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For tenants · 30. october 2019 · 3 minute

The education system in Austria

Before you pack your bags, maybe even before you pick an apartment, it is important to pause and read up on what the school system is like in Austria. There is nothing worse than realizing halfway through your perfect stay that your child is unable to attend the kind of school you want for them. With that in mind, here’s some basic info on how the Austrian education system works.

Primary education in Austria

Primary schools are compulsory in Austria and generally take place between the ages of six and fifteen (or grades one to nine). The first four years, also called "Volksschule", are the same for everyone whilst the next five differ based on the aptitude and interests of the student. They can go to either the “Gymnasium” (a more academically focused education) or to the “Berufsschule” (a vocational school, before which the student needs to spend one year in a polytechnic institute to prepare themselves for this type of education). If this seems confusing, think of it as an academic route and a practical route, each with its own type of education with a divergent point after the first four years of education.

Secondary education in Austria

Secondary school flows seamlessly into the two tracks above with the choices of higher education (Höhere Schule) and vocational school (Berufsbildende Höhere Schule). They last between four and five years and generally require sitting an entrance exam or good grades in the previous education level to be accepted. At the end, the students must sit an exam called "Matura" which serves as the final exam for their secondary education. Their results will be important for getting into universities (though some fields, like medicine, for example, have tests of their own or accept only the very best of "Matura" scores). Whether your child wants to get into a university or a more technical field, good grades achieved at the end of secondary education are crucial.

When does school start in Austria?

The school year begins around September 4th and 11th depending on the region you’re in. Different schools will have different school system calendars which will influence how many school days there are in Austria but in general, it’s about 180. This is also true for national holidays, for example, whilst the Spring Holiday in Vienna and lower Austria begin in the first week of March, in Burgenland, Carinthia, Salzburgerland, Tyrol, and Vorarlberg it begins a week later and in Upper Austria, Steiermark it sometimes begins a week after that. The only national holiday which stays the same in all regions is Christmas Holiday which is from December 24th to January 6th and tends to coincide with free workdays so that the families can spend Christmas together.

When does school end in Austria?

The end of school in Austria is generally between June 29th and July 6th, again depending on the school in question and the region you find yourself in. This means that the Summer Holidays in Burgenland, Lower Austria, and Vienna begin earlier but also end earlier than in Tyrol, Vorarlberg, Carinthia, Salzburgerland, Upper Austria, and Steiermark. Overall, if you are confused as to when should your school begin or end it’s better to ask the school directly or to go on their website and look for answers there.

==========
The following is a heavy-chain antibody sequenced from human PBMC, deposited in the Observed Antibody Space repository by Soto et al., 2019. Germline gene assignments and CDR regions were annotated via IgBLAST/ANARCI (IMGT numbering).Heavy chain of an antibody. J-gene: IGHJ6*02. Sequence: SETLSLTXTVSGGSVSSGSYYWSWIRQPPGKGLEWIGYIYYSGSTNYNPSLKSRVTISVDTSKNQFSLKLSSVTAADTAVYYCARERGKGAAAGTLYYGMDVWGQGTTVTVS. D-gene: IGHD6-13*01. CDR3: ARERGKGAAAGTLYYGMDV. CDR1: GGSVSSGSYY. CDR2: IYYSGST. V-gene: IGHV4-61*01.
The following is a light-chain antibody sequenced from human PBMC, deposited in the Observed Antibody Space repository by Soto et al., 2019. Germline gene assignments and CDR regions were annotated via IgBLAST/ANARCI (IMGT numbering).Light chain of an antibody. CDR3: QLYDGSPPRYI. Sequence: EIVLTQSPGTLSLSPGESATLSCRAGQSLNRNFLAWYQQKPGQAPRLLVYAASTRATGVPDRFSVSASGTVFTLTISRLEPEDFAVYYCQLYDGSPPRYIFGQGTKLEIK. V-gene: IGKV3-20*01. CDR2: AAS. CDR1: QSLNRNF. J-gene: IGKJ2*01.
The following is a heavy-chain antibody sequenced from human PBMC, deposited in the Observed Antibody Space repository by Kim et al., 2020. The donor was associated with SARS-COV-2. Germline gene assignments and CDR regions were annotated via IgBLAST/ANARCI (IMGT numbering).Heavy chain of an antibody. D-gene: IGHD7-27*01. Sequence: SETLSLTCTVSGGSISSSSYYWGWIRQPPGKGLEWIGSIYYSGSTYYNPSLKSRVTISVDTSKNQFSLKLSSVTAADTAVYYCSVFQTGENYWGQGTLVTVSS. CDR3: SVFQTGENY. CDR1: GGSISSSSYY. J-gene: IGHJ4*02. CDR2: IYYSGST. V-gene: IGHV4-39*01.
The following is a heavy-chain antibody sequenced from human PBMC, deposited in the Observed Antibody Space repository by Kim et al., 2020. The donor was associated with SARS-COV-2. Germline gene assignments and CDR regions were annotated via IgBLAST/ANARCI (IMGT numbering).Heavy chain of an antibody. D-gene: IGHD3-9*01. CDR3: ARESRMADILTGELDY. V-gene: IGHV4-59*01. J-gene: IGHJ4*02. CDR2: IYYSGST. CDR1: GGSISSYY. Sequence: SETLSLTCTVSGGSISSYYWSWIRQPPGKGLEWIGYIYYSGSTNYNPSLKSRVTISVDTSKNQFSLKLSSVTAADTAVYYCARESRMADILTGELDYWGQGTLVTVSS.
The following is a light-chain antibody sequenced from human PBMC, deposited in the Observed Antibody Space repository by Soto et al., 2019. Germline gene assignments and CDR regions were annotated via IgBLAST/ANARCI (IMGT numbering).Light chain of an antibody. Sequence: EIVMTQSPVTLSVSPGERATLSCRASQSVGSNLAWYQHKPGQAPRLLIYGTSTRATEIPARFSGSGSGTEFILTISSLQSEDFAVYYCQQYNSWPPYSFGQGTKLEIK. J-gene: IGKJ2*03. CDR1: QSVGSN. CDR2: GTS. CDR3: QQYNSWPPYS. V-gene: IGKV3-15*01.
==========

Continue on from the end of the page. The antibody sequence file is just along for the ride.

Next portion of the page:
Is college free in Austria?

Many might be shocked by the Austrian education system advantages, chief amongst which is the price. The public universities, such as the (Vienna University of Economics and Business) or Johannes Kepler University Linz, are actually free for applicants from the European Union and the European Economic Area. For everyone else, the fees range from a thousand euro per year to tens of thousands per year depending on whether you choose a public or a private university. As a general rule of thumb, public universities are cheaper for international students but not all of them will provide education in foreign languages whilst private universities and colleges tend to have a steep flat fee for locals and foreigners alike, but they are better prepared for international students.

Foreign students in Austria

If you’re not from the EU, it might seem to you like higher education in Austria is wholly out of your reach. But do not despair. Many organizations and schools, as well as the Austrian government, provide scholarships or grants for international students which can range from about 300 euros to almost 1000 euros. There are many to choose from, each with their own requirements for eligibility as well as the type of education they will fund but The Federal Aid for Students or the Scholarship Foundation of the Republic of Austria is a good place to start. The administrative process can be a lot when looking for a good scholarship, but the quality of Austrian universities and colleges is well worth the red tape.

In short, there are many hurdles to overcome when it comes to choosing one’s new home, but none may be more important than whether or not there is the right education for you and your kids. If Austria sounds like the place for you, head on to Flatio and find your future apartment there. And if you are heading directly to Vienna and ever wondered how to meet new friends there, you can read some tips in our blog post published recently. 

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